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International Journal of Engineering Mathematics
Volume 2013 (2013), Article ID 752561, 6 pages
http://dx.doi.org/10.1155/2013/752561
Research Article

Analytical Treatment and Convergence of the Adomian Decomposition Method for Instability Phenomena Arising during Oil Recovery Process

1Department of Mathematics, Sardar Vallabhbhai National Institute of Technology, Surat 395007, India
2Department of Mathematics, Anand Agriculture University, Dahod, Gujarat, India

Received 24 February 2013; Revised 7 May 2013; Accepted 13 June 2013

Academic Editor: George S. Dulikravich

Copyright © 2013 Ramakanta Meher and Srikanta K. Meher. This is an open access article distributed under the Creative Commons Attribution License, which permits unrestricted use, distribution, and reproduction in any medium, provided the original work is properly cited.

Abstract

An abstract result is proved for the convergence of Adomian decomposition method for partial differential equations that model porous medium equation. Moreover, we prove that this decomposition scheme applied to a porous medium equation arising in instability phenomena in double phase flow through porous media is convergent in a suitable Hilbert space. Furthermore, this technique is utilized to find closed-form solutions for the problem under consideration.

1. Introduction

The oil-water movement in a porous medium is an important problem of petroleum technology and water hydrology (Scheidegger [1]). The motion of two immiscible fluids in a homogenous porous medium was obtained by Buckley and Leveret without considering capillary pressure. The basic assumption underlying in the present investigation is that the oil and water form two immiscible liquid phases and water represents preferentially wetting phase.

During secondary oil recovery when a fluid (oil) contained in a porous matrix of an oil formatted region in an oil reservoir is displaced by another fluid of lesser viscosity, that is, water, instead of regular displacement of the whole front, perturberance (fingers) may occur which shoot thorough the porous medium at relatively great speed. These protuberances are called fingers. This phenomenon is called instability. Scheidegger [1] analyzed the statistical behavior of instability in a displacement process through a homogeneous porous medium with capillary pressure and pressure-dependent phase densities. This problem has great importance for oil production in petroleum technology.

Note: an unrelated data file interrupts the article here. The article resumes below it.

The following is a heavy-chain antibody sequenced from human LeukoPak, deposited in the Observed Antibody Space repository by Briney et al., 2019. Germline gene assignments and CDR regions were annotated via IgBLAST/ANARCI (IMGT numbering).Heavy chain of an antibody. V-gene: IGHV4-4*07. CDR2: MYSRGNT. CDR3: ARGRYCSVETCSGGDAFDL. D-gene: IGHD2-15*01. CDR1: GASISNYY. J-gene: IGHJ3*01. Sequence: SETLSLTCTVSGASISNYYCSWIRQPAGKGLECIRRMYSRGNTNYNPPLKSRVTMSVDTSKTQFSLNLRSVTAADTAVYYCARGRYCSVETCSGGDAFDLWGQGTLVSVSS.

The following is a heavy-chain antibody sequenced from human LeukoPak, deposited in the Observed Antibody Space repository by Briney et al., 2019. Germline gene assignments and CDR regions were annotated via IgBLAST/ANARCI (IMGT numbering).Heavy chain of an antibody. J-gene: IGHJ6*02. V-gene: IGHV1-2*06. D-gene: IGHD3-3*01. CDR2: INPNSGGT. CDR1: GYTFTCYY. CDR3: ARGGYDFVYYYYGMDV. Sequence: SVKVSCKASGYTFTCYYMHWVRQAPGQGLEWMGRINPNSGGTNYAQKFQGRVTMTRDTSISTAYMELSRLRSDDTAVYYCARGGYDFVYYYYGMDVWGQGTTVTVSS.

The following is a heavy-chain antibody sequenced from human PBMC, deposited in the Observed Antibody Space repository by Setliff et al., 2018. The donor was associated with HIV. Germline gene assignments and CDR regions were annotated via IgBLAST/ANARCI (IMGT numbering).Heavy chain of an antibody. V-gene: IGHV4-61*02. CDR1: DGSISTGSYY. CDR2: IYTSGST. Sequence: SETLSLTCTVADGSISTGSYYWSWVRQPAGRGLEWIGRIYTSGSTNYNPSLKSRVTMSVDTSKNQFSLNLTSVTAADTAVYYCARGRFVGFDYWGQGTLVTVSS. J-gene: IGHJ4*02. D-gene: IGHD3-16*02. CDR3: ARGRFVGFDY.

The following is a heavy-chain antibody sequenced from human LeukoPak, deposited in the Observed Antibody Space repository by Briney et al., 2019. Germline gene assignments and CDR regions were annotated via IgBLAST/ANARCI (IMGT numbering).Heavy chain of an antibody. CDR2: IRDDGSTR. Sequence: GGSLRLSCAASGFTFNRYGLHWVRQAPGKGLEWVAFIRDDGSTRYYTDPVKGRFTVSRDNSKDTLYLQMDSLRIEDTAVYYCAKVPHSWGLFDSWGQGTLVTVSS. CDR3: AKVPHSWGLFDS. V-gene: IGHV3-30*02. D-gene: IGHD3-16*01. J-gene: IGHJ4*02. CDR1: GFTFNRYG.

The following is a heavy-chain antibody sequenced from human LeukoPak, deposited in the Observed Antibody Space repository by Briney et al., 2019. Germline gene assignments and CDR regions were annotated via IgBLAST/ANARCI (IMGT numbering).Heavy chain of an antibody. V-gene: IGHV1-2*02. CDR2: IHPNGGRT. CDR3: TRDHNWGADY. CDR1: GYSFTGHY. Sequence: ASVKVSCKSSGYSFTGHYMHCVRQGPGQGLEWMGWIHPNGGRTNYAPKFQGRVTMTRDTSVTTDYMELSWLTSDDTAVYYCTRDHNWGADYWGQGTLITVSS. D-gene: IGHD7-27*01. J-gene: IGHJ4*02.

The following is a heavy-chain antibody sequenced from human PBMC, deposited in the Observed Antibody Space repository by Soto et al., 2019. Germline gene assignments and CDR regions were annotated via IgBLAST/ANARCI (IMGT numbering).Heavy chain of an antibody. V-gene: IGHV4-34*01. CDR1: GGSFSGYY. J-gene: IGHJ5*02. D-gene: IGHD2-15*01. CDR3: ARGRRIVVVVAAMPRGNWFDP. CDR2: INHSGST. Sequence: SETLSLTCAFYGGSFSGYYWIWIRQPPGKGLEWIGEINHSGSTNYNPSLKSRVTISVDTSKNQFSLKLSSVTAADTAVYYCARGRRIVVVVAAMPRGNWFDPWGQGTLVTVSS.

Displacement of oil from a porous matrix by an external force which gives rise to a pressure gradient is known as forced instability. Instability can occur in cocurrent and counter-current flow modes.

The stability of a water flood depends on the mobility ratio between oil, water, heterogeneity of the porous medium, segregation of the fluids in the reservoir, and dissipation of fluid fronts caused by capillary pressure. Instabilities may occur in both miscible and immiscible processes and originate on the interface between oil and water. These frontal instabilities are often characterized by a number of penetrating fingers of displacing fluid.

Many of the oil fields around the world contain high viscous oil which gives a mobility ratio greater than unity (). Such mobility ratios are unfavorable and may cause the occurrence of frontal instabilities. If , the injected water may channel through the oil in an unstable manner. This viscous fingering leads to premature breakthrough of water and a poor volumetric sweep. In principle, an increase in water viscosity should give lower residual oil saturation due to an increase in the capillary number. This increase is however normally too small to significantly affect the residual oil saturation.

Many researchers have studied this phenomenon with different points of view. The problem of the flow of two immiscible phases in homogeneous porous media without capillary pressure effect has been discussed by Buckely and Leverett [2]. Oroveanu [3] has formally extended this discussion for heterogeneous porous media. Verma [4] has discussed the statistical behavior of fingering in a displacement process in heterogeneous porous medium with capillary pressure. Venkateswar [5] has discussed on the flow of immiscible liquids in a heterogeneous porous medium with capillary pressure and connate water saturation.